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by Edward Lockwood, DPT


Do you have continuing headaches after a recent or past concussion?

Patients who have experienced concussions may have continuing headaches, but it is often assumed that the headache is due to the concussion. However, the lingering headaches may be due to corresponding neck injury from the whiplash that occurred during the concussion episode. Whiplash occurs when the neck is injured due to the rapid acceleration-deceleration of the neck. This results in cervical muscle strain, potential cervical ligament sprain, and injury to the cervical facet joints. These are the most common injuries following whiplash that can lead to cervicogenic headaches.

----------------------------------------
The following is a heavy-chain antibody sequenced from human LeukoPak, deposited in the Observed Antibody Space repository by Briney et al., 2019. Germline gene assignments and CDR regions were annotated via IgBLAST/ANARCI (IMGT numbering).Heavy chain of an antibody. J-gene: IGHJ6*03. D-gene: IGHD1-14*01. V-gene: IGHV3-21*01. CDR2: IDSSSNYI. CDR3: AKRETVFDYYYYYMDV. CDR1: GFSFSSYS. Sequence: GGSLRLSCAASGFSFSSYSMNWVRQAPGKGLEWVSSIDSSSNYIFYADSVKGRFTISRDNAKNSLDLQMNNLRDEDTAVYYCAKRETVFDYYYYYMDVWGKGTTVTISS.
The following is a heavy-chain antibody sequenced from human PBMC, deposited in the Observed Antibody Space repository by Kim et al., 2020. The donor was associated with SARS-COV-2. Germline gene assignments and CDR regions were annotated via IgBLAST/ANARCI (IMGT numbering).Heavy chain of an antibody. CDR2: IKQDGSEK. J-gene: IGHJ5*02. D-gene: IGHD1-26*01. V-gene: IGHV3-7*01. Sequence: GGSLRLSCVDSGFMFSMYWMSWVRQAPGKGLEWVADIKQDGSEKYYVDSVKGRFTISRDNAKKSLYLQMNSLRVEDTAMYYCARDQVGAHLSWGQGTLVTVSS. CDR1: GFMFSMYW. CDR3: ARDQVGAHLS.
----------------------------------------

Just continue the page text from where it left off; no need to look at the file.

Cervicogenic headaches are caused by abnormal increased muscle tension in the muscles at the base of the skull. It typically presents as a radiating dull headache that feels as if it is traveling from the base of the head or neck to the top of the head, and often to the forehead/ eyebrows. There are several types of headaches aside from cervicogenic headaches, including tension headaches, migraines, and cluster headaches. Each type of headache has varying signs and symptoms, and can be addressed with different treatment interventions.

Typically the most common treatment for cervicogenic headaches is physical therapy. There are several manual techniques and exercises that can be performed to treat acute and chronic cervicogenic headaches following concussion and/or whiplash injury. Some of these treatments includes manual therapy to decrease tightness/ muscular strain, specific neck stretches and exercises, and posture re-training.